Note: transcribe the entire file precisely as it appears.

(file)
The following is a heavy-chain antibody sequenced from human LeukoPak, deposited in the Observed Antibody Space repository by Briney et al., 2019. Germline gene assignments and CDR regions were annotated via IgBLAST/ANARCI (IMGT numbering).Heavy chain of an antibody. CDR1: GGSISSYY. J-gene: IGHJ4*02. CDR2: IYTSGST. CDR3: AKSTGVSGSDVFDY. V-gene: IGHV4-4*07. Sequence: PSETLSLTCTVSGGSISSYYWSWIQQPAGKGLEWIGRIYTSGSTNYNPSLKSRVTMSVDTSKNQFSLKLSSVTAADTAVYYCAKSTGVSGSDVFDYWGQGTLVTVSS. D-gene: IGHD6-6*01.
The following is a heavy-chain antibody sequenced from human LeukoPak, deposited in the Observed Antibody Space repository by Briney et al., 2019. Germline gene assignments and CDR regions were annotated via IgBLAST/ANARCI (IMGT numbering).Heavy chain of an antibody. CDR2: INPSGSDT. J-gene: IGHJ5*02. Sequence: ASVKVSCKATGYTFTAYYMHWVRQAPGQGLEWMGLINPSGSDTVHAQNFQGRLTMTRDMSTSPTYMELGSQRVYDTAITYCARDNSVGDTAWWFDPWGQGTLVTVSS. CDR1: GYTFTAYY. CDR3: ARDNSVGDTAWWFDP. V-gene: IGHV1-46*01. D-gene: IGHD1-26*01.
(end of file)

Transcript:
The following is a heavy-chain antibody sequenced from human LeukoPak, deposited in the Observed Antibody Space repository by Briney et al., 2019. Germline gene assignments and CDR regions were annotated via IgBLAST/ANARCI (IMGT numbering).Heavy chain of an antibody. CDR1: GGSISSYY. J-gene: IGHJ4*02. CDR2: IYTSGST. CDR3: AKSTGVSGSDVFDY. V-gene: IGHV4-4*07. Sequence: PSETLSLTCTVSGGSISSYYWSWIQQPAGKGLEWIGRIYTSGSTNYNPSLKSRVTMSVDTSKNQFSLKLSSVTAADTAVYYCAKSTGVSGSDVFDYWGQGTLVTVSS. D-gene: IGHD6-6*01.
The following is a heavy-chain antibody sequenced from human LeukoPak, deposited in the Observed Antibody Space repository by Briney et al., 2019. Germline gene assignments and CDR regions were annotated via IgBLAST/ANARCI (IMGT numbering).Heavy chain of an antibody. CDR2: INPSGSDT. J-gene: IGHJ5*02. Sequence: ASVKVSCKATGYTFTAYYMHWVRQAPGQGLEWMGLINPSGSDTVHAQNFQGRLTMTRDMSTSPTYMELGSQRVYDTAITYCARDNSVGDTAWWFDPWGQGTLVTVSS. CDR1: GYTFTAYY. CDR3: ARDNSVGDTAWWFDP. V-gene: IGHV1-46*01. D-gene: IGHD1-26*01.